United States, Texas, Laredo, Index to Manifests of Permanent and Statistical Alien Arrivals - FamilySearch Historical Records
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United States, Texas, Laredo, Index to Manifests of Permanent and Statistical Alien Arrivals, Dec 1929-Apr 1955
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|Laredo, Texas, |
|Flag of the United States of America|
|Flag of the United States 1912-1959 (48 stars)|
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|Record Group||RG 85: Records of the Immigration and Naturalization Service|
|A3393. Index to Manifests of Permanent and Statistical Alien Arrivals at Laredo
Texas December 1929- May 1955. 9 rolls.
|Arrangement||Alphabetical by last name then by first name|
|National Archives Identifier||4492534|
|National Archives and Records Administration|
What is in This Collection?[edit | edit source]
This collection contains a typewritten card index to manifest of permanent and statistical alien arrivals at Laredo, Texas, December 1929-April 1955. The cards are arranged alphabetically by surname, then by first letter of the first name. Each card most often contains the persons name, age, gender, place of last residence, destination, date of entry into the United States, manifest number, and sometimes notes the immigration law under which the person was admitted to the United States. The original records are housed at The National Archives and Records Administration, series A3393.
Image Visibility[edit | edit source]
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What Can These Records Tell Me?[edit | edit source]
The following information may be found in these records:
- Last permanent residence
- Date of entry into U.S.
How Do I Search This Collection?[edit | edit source]
Before searching this collection, it is helpful to know:
- Name of the person
- Date of the event
Search the Index[edit | edit source]Search by name on the Collection Details Page.
- Fill in the search boxes in the Search Collection section with the information you know
- Click Search to show possible matches
|More images are available in the FamilySearch Catalog at Texas, El Paso Manifests of Arrivals at the Port of El Paso, 1905-1927. Click on camera icon to see images.|
How Do I Analyze the Results?[edit | edit source]
Compare each result from your search with what you know to determine if there is a match. This may require viewing multiple records or images. Keep track of your research in a research log
What Do I Do Next?[edit | edit source]
I Found the Person I Was Looking For, What Now?[edit | edit source]
- Add any new information to your records
- Use the information found in the record to find other records such as emigrations, port records, and ship’s manifests
- Use the record to learn your ancestor’s foreign and “Americanized” names, if they were different
- Use the record to learn the place of origin and find their church and vital records such as birth, baptism, and marriage records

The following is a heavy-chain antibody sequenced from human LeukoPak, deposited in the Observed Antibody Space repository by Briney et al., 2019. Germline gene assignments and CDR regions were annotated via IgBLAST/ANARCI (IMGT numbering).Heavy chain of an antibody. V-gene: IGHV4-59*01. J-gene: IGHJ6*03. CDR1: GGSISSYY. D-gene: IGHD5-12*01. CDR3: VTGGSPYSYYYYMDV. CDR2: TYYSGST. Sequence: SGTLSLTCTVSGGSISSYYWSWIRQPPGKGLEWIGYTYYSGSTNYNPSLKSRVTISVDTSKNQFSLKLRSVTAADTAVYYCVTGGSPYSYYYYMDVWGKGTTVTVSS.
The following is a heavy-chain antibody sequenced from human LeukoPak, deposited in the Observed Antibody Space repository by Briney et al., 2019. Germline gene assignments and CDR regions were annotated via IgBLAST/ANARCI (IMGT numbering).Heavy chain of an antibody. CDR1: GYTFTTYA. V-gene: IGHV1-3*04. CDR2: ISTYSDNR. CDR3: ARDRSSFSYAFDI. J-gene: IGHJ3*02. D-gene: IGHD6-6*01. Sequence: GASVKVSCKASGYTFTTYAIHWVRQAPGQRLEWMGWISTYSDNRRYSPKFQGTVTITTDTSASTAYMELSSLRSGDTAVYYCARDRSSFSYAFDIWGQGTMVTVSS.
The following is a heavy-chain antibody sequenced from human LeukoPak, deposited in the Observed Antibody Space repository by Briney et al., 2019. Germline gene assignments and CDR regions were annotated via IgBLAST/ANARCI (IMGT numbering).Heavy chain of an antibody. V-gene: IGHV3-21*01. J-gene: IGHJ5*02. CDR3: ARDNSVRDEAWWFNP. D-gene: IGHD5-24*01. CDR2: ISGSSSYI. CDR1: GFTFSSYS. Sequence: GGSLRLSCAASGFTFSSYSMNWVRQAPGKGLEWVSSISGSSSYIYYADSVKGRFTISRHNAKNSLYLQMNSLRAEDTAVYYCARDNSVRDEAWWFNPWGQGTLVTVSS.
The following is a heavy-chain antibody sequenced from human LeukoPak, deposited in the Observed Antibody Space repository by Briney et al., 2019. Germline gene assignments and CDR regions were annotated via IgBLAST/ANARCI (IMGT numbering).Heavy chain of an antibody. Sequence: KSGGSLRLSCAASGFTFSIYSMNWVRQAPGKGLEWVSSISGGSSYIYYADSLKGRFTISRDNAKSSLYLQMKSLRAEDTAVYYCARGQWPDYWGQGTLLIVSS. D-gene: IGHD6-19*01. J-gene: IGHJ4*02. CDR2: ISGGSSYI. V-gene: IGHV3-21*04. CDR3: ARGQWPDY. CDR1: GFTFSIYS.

- Use the information found in the record to find land and probate records
- Use the record to see if other family members who may have immigrated with the person you are looking for are listed and have additional information or leads; you may also find additional information on new family members in censuses
- Repeat this process with additional family members found, to find more generations of the family
I Can’t Find the Person I’m Looking For, What Now?[edit | edit source]
- If your ancestor does not have a common name, collect entries for every person who has the same surname. This list can help you find possible relatives
- If you cannot locate your ancestor in the locality in which you believe they lived, then try searching records of a nearby town or county
- Try different spellings of your ancestor’s name
- Remember that sometimes individuals went by nicknames or alternated between using first and middle names. Try searching for these names as well
- Look for the Declaration of Intent soon after the immigrant arrived. Then look for the Naturalization Petition five years later, when the residency requirement would have been met. Look for naturalization records in federal courts, then in state, county, or city courts. An individual may have filed the first and final papers in different courts and sometimes in a different state if the person moved. Immigrants who were younger than 18 when they arrived did not need to file a Declaration of Intent as part of the process
- Check other possible ports of entry
Research Helps[edit | edit source]
The following articles will help you in your research for your family in the state of Texas.
Citing This Collection[edit | edit source]
Citations help you keep track of places you have searched and sources you have found. Identifying your sources helps others find the records you used.
The citation for this collection can be found on the Collection Details Page in the section Citing this Collection.
When looking at a record, the citation can be viewed by clicking the drop-down arrow next to Document Information.